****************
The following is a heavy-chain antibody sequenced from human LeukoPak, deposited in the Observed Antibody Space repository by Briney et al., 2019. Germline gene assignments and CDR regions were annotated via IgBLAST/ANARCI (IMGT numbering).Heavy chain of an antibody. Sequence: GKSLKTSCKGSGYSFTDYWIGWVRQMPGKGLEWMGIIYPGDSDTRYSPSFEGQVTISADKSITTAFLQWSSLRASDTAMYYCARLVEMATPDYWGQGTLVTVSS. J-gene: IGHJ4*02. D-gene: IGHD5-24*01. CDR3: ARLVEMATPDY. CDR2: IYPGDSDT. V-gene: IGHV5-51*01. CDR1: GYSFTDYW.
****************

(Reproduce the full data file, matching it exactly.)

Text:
The following is a heavy-chain antibody sequenced from human LeukoPak, deposited in the Observed Antibody Space repository by Briney et al., 2019. Germline gene assignments and CDR regions were annotated via IgBLAST/ANARCI (IMGT numbering).Heavy chain of an antibody. Sequence: GKSLKTSCKGSGYSFTDYWIGWVRQMPGKGLEWMGIIYPGDSDTRYSPSFEGQVTISADKSITTAFLQWSSLRASDTAMYYCARLVEMATPDYWGQGTLVTVSS. J-gene: IGHJ4*02. D-gene: IGHD5-24*01. CDR3: ARLVEMATPDY. CDR2: IYPGDSDT. V-gene: IGHV5-51*01. CDR1: GYSFTDYW.